1/18). Frontiere was confident of approval: "Most of the owners
    have had problems of their own.  They all realize the predicament
    I've been in" (Michele Himmelberg, ORANGE COUNTY REGISTER, 1/18).
         LOCAL REAX:  In St. Louis, Bernie Miklasz writes: "We lost a
    football team seven years ago, and no one felt sorry for St.
    Louis.  ... Orange County defaulted on its team" (ST. LOUIS POST-
    DISPATCH, 1/18). Bob Oates of the L.A. TIMES writes: "Has L.A.
    degenerated as a sports town?  No ... The Rams aren't walking
    away from something bad.  They're headed for something better --
    millions of dollars in luxury box revenues" (Bob Oates, L.A.
    TIMES, 1/18).  Bob Keisser of the Long Beach PRESS-TELEGRAM
    writes: "In many ways, the Rams move behooves the NFL cartel.
    One team here might prop up TV ratings for everyone" (Long Beach
    PRESS-TELEGRAM, 1/18). Mike Downey of the L.A. TIMES blames poor
    management on the Rams departure: "Management -- and I use this
    word loosely   -- of the Rams tore down this team, piece by
    piece. ... This team that has been so completely mismanaged is
    St. Louis' problem now and wait until the suckers they get stuck
    paying the tab" (L.A. TIMES, 1/18).
         INTERVIEW: Yesterday, THE SPORTS BUSINESS DAILY spoke with
    the ORANGE COUNTY REGISTER's Michele Himmelberg, who has covered
    the Rams' move from the start.  Himmelberg noted the team and
    city have been at odds since the Rams moved South from the L.A.
    in '80: "It's a bad marriage that's just gone sour and the $30
    million payment back to Anaheim is the divorce settlement."
    Himmelberg believes the city of Anaheim had no chance to keep the
    team without support from surrounding communities: "What the city
    of Anaheim has learned, and what Orange County has learned
    through this whole process, is that it's too hard for [a area
    that size] to stay in the professional sports market anymore."
    She cited the team's lack of community involvement and poor on-
    field performance, which created a loser at the box office.  When
    asked whether these tactics could have been planned by the Rams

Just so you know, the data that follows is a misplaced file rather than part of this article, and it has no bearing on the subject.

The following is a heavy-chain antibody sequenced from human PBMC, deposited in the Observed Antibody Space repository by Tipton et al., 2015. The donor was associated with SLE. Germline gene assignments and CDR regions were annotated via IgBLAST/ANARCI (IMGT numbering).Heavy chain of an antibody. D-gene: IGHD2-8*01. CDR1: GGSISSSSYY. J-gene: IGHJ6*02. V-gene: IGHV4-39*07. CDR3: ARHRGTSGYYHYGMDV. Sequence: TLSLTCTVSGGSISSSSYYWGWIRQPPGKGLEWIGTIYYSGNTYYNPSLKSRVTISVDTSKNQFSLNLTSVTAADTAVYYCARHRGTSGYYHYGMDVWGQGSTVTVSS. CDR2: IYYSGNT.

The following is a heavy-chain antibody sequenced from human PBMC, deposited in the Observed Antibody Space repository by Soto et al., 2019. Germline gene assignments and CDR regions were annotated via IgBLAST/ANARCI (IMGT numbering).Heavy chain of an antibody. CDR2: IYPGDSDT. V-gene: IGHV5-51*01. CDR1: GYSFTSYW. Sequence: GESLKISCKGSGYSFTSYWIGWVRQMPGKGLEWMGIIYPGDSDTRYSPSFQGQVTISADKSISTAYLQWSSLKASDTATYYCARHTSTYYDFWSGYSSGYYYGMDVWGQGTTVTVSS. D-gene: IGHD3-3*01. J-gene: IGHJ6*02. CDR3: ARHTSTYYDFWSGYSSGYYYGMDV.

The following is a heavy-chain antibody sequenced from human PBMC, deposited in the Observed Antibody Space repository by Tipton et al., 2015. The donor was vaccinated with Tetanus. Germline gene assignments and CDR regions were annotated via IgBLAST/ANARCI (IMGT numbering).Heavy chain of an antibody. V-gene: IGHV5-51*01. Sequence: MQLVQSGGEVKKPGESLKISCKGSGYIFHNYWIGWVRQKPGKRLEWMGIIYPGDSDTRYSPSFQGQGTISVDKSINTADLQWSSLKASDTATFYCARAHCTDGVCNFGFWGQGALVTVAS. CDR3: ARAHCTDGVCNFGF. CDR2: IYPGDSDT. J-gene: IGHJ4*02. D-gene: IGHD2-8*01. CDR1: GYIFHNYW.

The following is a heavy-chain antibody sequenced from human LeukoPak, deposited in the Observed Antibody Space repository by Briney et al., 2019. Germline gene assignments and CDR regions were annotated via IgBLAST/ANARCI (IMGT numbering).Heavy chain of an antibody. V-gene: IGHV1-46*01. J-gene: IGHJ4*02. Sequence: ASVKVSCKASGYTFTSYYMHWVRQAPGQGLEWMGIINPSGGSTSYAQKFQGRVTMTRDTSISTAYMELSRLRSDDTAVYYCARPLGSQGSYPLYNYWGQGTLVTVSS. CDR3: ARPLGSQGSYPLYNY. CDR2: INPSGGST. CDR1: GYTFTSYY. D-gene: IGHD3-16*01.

to pave their way out of town, Himmelberg responded: "It looks
    suspicious."  However, Himmelberg said Rams fans "have really put
    together a remarkable effort and have gotten a steady flow of
    support" in an attempt to keep the team, and if they lose the
    Rams, they may use their organization to lure an existing
    franchise.  Himmelberg mentioned the Raiders, Browns and
    Cardinals as possible future tenants in Anaheim (THE DAILY).

    Print | Tags: Cleveland Browns, Franchises, Kansas City Chiefs, Minnesota Vikings, NFL, Oakland Raiders, LA Rams

         Save the Rams, the civic group trying to keep the Rams in
    Southern CA, said yesterday that they intend to lobby team owners
    in an attempt to garner the eight "no" votes necessary to block a
    Rams move.  Their "two-pronged attack" includes lobbying NFL
    Commissioner Paul Tagliabue with a presentation outlining an
    offer to the Rams that "could be worth" $22M in annual profits to
    the team.  The presentation would also include appearances by
    politicians and "impressive people" will to "buy all or part" of
    the team.  Another part of the plan is to show the league owners
    that the team made "a series of deliberate moves to undercut
    their fan base" (Michele Himmelberg, ORANGE COUNTY REGISTER,
    1/18).  Steinberg hinted he could "stop" the move through
    Frontiere's "lack of desire to go through litigation": "Georgia
    is no Al Davis.  She's not going to go through all that" (Mike
    DiGiovanna, L.A. TIMES, 1/18). Rams President John Shaw called
    any attempt to stop the team's move "a longshot" (Andre Mouchard,

    Print | Tags: Franchises, NFL, LA Rams